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Zoe's mom
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Discussion Starter #1
I'm looking for some honest input from people with experience with various collars for walking my 6 month old girl, Zoe. We have used the Wonder Walker since we got Zoe, and while it initially seemed to work to curb leash pulling, she seems immune to it now. I should preface my question with this: Zoe is generally mellow, can walk with a loose leash in the neighborhood much of the time, but when we go to our wooded park (or on forest hikes), she pulls like mad. She pulls after squirrels, she pulls toward people, she pulls in the direction of the creek, she pulls to the field where we meet her playmate, etc. These walks has become very unpleasant for me.

Do any of you have thoughts on using a prong collar to retrain her not to pull? We generally use positive reinforcement, but no amount of treats works for her pulling in the woods. I'm reticent to try the prong or choke collar for two reasons: 1. She's generally a sensitive girl and it's taken 6 months to really cement our relationship. She just started actually coming when we call her about a month ago. She's aloof and not a huge cuddler, and I really don't want to damage the developing aspect of our relationship. I want her to trust me, still, and I worry about the prong collar (or choke chain) doing more harm than good. Am I being overly paranoid?

The other issue is that she's a reforming arousal biter. She's 90% better than she was at 3-4 months, but she still has her moments where she freaks out and jumps up on me with mouthiness and biting her leash. My first priority at all times is to keep her calm on leash and to avoid anything which might trigger her arousal problem. I already have an arsenal of tools I use to address this problem, but I would hate to introduce a training method that might exacerbate her arousal biting.

Any input would be great. I would prefer no judgement regarding my consideration of an 'aversive' collar, but just honest thoughts. I always, always choose the path of positive reinforcement, but if the gentle collars aren't working, then I feel like I need to look at some other options. Thank you all in advance!
 

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I basically used a training collar (Garmin Delta Sport Remote) to define general property lines to keep Miss Murphy from wandering over to the neighbor's when she was 6 months old. It only took a couple of "no's" followed by the collar correction to have her understand her yard parameters when she's off leash in our yard.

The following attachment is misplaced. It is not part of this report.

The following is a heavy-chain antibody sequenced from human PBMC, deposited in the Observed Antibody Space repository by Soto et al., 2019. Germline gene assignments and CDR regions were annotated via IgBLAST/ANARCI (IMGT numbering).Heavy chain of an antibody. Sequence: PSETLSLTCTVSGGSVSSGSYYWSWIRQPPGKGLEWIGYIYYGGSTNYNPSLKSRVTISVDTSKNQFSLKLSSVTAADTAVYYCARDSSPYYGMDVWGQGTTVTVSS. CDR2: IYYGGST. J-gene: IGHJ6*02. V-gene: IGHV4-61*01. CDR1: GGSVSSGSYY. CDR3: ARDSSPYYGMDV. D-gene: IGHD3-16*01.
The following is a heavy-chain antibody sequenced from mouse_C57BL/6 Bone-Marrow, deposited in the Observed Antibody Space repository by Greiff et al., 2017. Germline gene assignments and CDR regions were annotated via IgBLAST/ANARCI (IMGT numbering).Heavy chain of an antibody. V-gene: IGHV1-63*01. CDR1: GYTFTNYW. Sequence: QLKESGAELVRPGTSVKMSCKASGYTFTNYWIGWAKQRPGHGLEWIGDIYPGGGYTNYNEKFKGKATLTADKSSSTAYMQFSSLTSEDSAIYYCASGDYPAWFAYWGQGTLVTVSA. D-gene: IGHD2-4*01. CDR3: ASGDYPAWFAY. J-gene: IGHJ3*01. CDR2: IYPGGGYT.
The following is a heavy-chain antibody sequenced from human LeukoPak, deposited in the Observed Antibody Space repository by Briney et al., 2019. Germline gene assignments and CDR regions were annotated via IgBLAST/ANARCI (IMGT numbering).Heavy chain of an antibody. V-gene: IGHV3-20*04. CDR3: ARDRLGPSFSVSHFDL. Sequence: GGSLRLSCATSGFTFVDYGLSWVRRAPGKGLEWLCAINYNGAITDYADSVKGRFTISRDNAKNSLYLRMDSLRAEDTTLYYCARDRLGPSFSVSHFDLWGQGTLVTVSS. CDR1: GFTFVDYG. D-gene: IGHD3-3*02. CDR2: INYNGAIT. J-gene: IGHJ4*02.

I also have her wear the collar when she's off leash during our walks in fields/woods. I recently had to use the collar when Miss Murphy jumped a deer & started to chase. Again I used a verbal "no" followed by a collar correction & she immediately stopped her pursuit & returned to me.

The collar I use has a vibrate mode that works great when I need to have her return to me in thick cover.

The use of the training collar allowed me to pretty much skip using a checkcord in the field.
 

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The trainer I went to used a prong collar and an electric collar. That was over a year ago and my golden Caleb still wears them today. When my pup would act up in the house and get out of control. I would do some corrections with the prong collar. Lately we have used the shock collar a lot. I wasn't a fan of the shock collar at all when we got it. I didn't like the idea of sending a shock around my pups neck. But as time went on I started to use it. I hardly use the shock button anymore. I just hit the pager button (which is a vibration). That gets his attention. Like Syonker said in his/her post about using the vibration mode in an electric collar to set boundaries. That works. When my golden wanders over into the neighbors yard I hit the vibrate mode and he usually comes back into the yard. Now if he's eating something outside he shouldn't be. And a vibrate warning doesn't work, then a light shock is needed. But the prong collar and electric collar introduced to us by our trainer has helped tremendously in the training of our golden. He was literally out of control at times. He's 18 months old now and is doing great.
 

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Chester's mom